Escrow arrangements: do you need to register your interest on the Personal Property Securities Register?

Do you need to register your interest under an escrow arrangement on the Personal Property Securities Register (PPSR)?

The decision of the Supreme Court of Western Australia in Dalian Huarui Heavy Industry International Company Ltd v Clyde & Co Australia last month1 indicates that the answer may be yes, depending on the terms of the arrangement.

Specifically, the decision indicates that some escrow arrangements may give rise to a “security interest” as defined in the Personal Property Securities Act 2009 (Cth) (PPSA). And, if the party benefiting from the security interest does not register its interest on the PPSA, then its interest may not be protected (or, in PPSA language, “perfected”) under the PPSA.

The consequences of failing to register a security interest on the PPSR can be dire. For example, the PPSA provides that unperfected security interests “vest” in the grantor upon the grantor’s winding up or administration in certain circumstances.2 A party whose security interest vests in this way would no longer be able to enforce its security.

The Dalian case

The background to the Dalian case involved a dispute between Dalian and Duro. Dalian claimed that Duro owed it money for goods supplied in connection with an iron ore project in Western Australia, and the parties were engaged in international arbitration in Singapore to resolve the dispute.

On 30 September 2019, the arbitral tribunal in Singapore determined that Dalian was entitled to security in the amount of A$27m to secure the amount in dispute. Singapore’s international arbitration legislation expressly empowered the tribunal to order a party to provide security of this nature.

On 23 October 2019, to implement the tribunal’s order, Dalian, Duro and Clyde & Co (C&C) entered into an agreement governed by Western Australian law (Trust Agreement). The Trust Agreement provided that Duro would pay the A$27m into C&C’s trust account and that C&C “may only release or pay the Trust Amount … in accordance with … a direction of the Tribunal in the Arbitration”. Duro paid the funds into C&C’s trust account on 28 October 2019.

On 24 January 2020, the tribunal directed C&C to pay the trust funds to Dalian. However, C&C did not immediately pay the amount, and in the meantime Duro was placed into voluntary administration. Dalian then sought an order from the Supreme Court of Western Australia ordering C&C to pay the A$27m to Dalian.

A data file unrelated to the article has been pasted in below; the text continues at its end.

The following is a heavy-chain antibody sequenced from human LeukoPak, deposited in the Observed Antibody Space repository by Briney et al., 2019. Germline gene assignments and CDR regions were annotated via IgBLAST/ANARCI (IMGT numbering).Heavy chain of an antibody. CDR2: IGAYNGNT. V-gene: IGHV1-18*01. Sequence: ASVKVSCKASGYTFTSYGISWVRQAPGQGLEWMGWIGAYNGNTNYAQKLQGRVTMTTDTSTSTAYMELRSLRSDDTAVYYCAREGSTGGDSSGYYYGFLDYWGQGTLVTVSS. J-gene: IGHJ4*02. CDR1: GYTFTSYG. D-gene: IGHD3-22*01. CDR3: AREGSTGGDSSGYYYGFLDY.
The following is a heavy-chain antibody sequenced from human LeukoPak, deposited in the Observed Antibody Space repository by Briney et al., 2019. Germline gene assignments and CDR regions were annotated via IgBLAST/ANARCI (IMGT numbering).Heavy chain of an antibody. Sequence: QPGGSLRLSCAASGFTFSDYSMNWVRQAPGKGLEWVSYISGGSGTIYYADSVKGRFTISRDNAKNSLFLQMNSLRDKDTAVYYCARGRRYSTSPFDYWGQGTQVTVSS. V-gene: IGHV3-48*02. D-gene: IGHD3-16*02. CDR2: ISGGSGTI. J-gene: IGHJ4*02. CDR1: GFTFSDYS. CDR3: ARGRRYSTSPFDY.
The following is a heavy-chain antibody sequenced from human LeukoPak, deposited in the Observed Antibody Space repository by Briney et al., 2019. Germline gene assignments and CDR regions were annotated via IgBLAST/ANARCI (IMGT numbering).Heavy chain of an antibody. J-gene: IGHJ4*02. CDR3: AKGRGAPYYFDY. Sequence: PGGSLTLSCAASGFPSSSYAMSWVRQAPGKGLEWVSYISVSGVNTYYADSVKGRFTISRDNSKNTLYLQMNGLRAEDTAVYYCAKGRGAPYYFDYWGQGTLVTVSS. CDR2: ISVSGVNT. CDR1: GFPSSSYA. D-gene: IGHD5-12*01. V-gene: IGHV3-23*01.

Did Dalian have a security interest which it should have registered on the PPSR?

The Court found that the Trust Agreement created a security interest in favour of Dalian over the A$27m in trust funds which Duro had paid into C&C’s trust account.

In particular, given the circumstances in this case, the Court found that:

  • Duro retained a “residual” equitable interest in the trust funds, which was “property” for the purposes of the PPSA; and
  • since Duro retained an interest in the trust funds, it was capable of granting to Dalian an equitable interest (in the nature of a charge or lien) in the trust funds, which in this case met the definition of a “security interest” in the PPSA.

The Court went on to find that, between the date the trust funds were deposited into C&C’s trust account (23 October 2019) and the date the tribunal ordered C&C to pay the funds to Dalian, Dalian’s security interest was not “perfected” under the PPSA because it had not been registered by Dalian against Duro on the PPSR. Accordingly, during this period, Dalian’s security interest was at risk of vesting in Duro upon Duro’s administration.

Luckily for Dalian, the Court also found that the security interest was perfected by “possession” as soon as the tribunal ordered C&C to pay the trust funds to Dalian. Ultimately, this meant that Dalian’s failure to register on the PPSR was not fatal. Others, however, might not be so lucky.

Lessons learned: consider your escrow arrangements

The Dalian case shows that parties need to carefully consider whether an escrow arrangement gives rise to a “security interest” as defined in the PPSA. If it does, then the party holding the security interest may need to register it on the PPSR in order to fully protect its interest and ensure its enforceability further down the track (e.g. if the other party is wound up or goes into administration).

At the end of the day, whether or not you need to register your interest under an escrow arrangement on the PPSR will depend on the nature and terms of the arrangement. This is likely to involve analysing what type of interests are created by the arrangement (and by which parties), and may not always be straightforward.

However, given the potentially serious consequences of not registering an interest on the PPSR when necessary, we would recommend reviewing the PPSA implications of your escrow arrangements before implementing them.


1. Dalian Huarui Heavy Industry International Company Ltd v Clyde & Co Australia (A Firm) [2020] WASC 132.
2. Personal Property Securities Act 2009 (Cth), Part 8.2.


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